Most of us who are born American citizens take for granted the basic freedoms and affluent way of life that our country gives us.
Living in the U.S.A., we're spoiled because we don't encounter abysmal poverty, despotism and the lack of value of human life that exists in the rest of the world.
Think about it. We rarely discuss or even ponder what it means to be an American in our daily lives. When was the last time you sat down and said to yourself, or thought for a moment, or even said in a prayer: "Thank God that I am American"?
Short of having served in the armed forces, or of having lived in a Third World country, it's never really apparent why we need to know how we got here and what we have.
Most immigrants, legal and undocumented alike, whether they are cleaning or writing programming code, share an elevated awareness that is lacking in most citizens -- how good the values and institution of this country are.
To address citizens' lack of awareness, there is a growing movement to require high school students to learn, much like pupils learned a century ago, the basics of American civics.
Making kids take a civics course is a good start, but is that enough? Why only test immigrants seeking citizenship, or even high school kids?
All Americans could use a civics lesson, and even a test once in a while -- particularly in these times when our basic tenets of freedom and affluence are under siege from fundamentalist terrorists and world enemies alike.
Arizona last week became the first state to pass a law requiring that high school students take a citizenship test as part of their graduation standards, beginning in the 2016-17 school year.
Arizona students will soon have to take the same 100 question test immigrants seeking naturalization do, and score a 60 or better to march down the aisle to "Pomp and Circumstance."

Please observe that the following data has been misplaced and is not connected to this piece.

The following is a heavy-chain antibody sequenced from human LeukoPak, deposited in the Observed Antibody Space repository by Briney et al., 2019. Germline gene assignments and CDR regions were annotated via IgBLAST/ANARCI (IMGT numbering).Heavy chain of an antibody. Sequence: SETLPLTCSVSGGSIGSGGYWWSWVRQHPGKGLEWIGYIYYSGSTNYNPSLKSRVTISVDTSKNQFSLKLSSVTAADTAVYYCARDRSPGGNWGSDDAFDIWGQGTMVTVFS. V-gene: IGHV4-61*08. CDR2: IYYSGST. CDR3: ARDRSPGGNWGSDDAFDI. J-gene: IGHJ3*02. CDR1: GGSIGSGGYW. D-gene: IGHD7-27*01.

"Every single student in Arizona and across the United States of America should have basic knowledge and understanding of American government," Arizona state Rep. Steve Montenegro said back in September, according to The Arizona Republic. "Civics is just common sense."
Montenegro is right: How many teenagers know the office and the name of the person who assumes the presidency if both President Barack Obama and Vice President Joe Biden can't serve anymore?
Ask or text a kid to see if they know -- bet they don't know the answer. I called my NYU-grad son and he said, "The secretary of state."
In fact, do you know? I bet most of you, your friends, co-workers and neighbors don't either. Mark Twain once said: "Citizenship should be placed above everything else, even learning."
So, having all Americans sit down and study a little American civics should be a majestic, bipartisan goal of all state legislatures.
Imagine a requirement that called for you to pass that 100-question civics test every time you renewed your passport or your driver's license -- both are government-issued documents that we routinely get without appreciating the privileges and freedoms associated with their use.
More Americans would know that John Boehner is the Speaker of the House and third in line for the presidency, and that there are 27 constitutional amendments, and that John Roberts is the Chief Justice of the Supreme Court.
And, maybe, more citizens of this great nation would think, and even talk about, how they appreciate being American too.
Published in "Context Florida" on January 14, 2015.
Steven Kurlander blogs at Kurly's Kommentary (stevenkurlander.com) and writes for Context Florida and The Huffington Post, and can be found on Twitter @Kurlykomments. He lives in Monticello, N.Y. Column courtesy of Context Florida.